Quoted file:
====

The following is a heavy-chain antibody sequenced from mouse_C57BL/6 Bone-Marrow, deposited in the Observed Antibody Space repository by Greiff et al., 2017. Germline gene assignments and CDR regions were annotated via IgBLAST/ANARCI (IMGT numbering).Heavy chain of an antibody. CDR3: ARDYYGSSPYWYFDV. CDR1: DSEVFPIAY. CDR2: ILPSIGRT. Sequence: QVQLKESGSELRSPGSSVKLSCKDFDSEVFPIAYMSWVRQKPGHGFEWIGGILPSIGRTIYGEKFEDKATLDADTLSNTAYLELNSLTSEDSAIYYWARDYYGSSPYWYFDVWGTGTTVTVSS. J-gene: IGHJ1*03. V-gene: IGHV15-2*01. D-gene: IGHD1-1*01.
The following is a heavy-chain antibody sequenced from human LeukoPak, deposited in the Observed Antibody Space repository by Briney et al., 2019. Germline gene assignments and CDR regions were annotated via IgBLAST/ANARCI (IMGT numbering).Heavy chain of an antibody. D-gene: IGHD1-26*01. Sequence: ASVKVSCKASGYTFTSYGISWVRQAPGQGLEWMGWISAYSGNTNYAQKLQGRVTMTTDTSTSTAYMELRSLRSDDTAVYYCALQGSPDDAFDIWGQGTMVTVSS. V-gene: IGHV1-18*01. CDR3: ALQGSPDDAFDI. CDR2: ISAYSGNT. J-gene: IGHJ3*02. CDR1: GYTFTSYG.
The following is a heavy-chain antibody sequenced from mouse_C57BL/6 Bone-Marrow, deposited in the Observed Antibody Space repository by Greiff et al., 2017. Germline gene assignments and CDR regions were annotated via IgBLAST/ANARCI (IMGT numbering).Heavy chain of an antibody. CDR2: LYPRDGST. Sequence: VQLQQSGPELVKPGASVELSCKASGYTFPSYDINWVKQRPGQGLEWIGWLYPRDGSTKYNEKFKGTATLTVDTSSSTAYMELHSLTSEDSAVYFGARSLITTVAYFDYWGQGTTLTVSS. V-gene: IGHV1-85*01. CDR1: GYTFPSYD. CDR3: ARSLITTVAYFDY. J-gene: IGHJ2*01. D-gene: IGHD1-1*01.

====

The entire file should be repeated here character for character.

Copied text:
The following is a heavy-chain antibody sequenced from mouse_C57BL/6 Bone-Marrow, deposited in the Observed Antibody Space repository by Greiff et al., 2017. Germline gene assignments and CDR regions were annotated via IgBLAST/ANARCI (IMGT numbering).Heavy chain of an antibody. CDR3: ARDYYGSSPYWYFDV. CDR1: DSEVFPIAY. CDR2: ILPSIGRT. Sequence: QVQLKESGSELRSPGSSVKLSCKDFDSEVFPIAYMSWVRQKPGHGFEWIGGILPSIGRTIYGEKFEDKATLDADTLSNTAYLELNSLTSEDSAIYYWARDYYGSSPYWYFDVWGTGTTVTVSS. J-gene: IGHJ1*03. V-gene: IGHV15-2*01. D-gene: IGHD1-1*01.
The following is a heavy-chain antibody sequenced from human LeukoPak, deposited in the Observed Antibody Space repository by Briney et al., 2019. Germline gene assignments and CDR regions were annotated via IgBLAST/ANARCI (IMGT numbering).Heavy chain of an antibody. D-gene: IGHD1-26*01. Sequence: ASVKVSCKASGYTFTSYGISWVRQAPGQGLEWMGWISAYSGNTNYAQKLQGRVTMTTDTSTSTAYMELRSLRSDDTAVYYCALQGSPDDAFDIWGQGTMVTVSS. V-gene: IGHV1-18*01. CDR3: ALQGSPDDAFDI. CDR2: ISAYSGNT. J-gene: IGHJ3*02. CDR1: GYTFTSYG.
The following is a heavy-chain antibody sequenced from mouse_C57BL/6 Bone-Marrow, deposited in the Observed Antibody Space repository by Greiff et al., 2017. Germline gene assignments and CDR regions were annotated via IgBLAST/ANARCI (IMGT numbering).Heavy chain of an antibody. CDR2: LYPRDGST. Sequence: VQLQQSGPELVKPGASVELSCKASGYTFPSYDINWVKQRPGQGLEWIGWLYPRDGSTKYNEKFKGTATLTVDTSSSTAYMELHSLTSEDSAVYFGARSLITTVAYFDYWGQGTTLTVSS. V-gene: IGHV1-85*01. CDR1: GYTFPSYD. CDR3: ARSLITTVAYFDY. J-gene: IGHJ2*01. D-gene: IGHD1-1*01.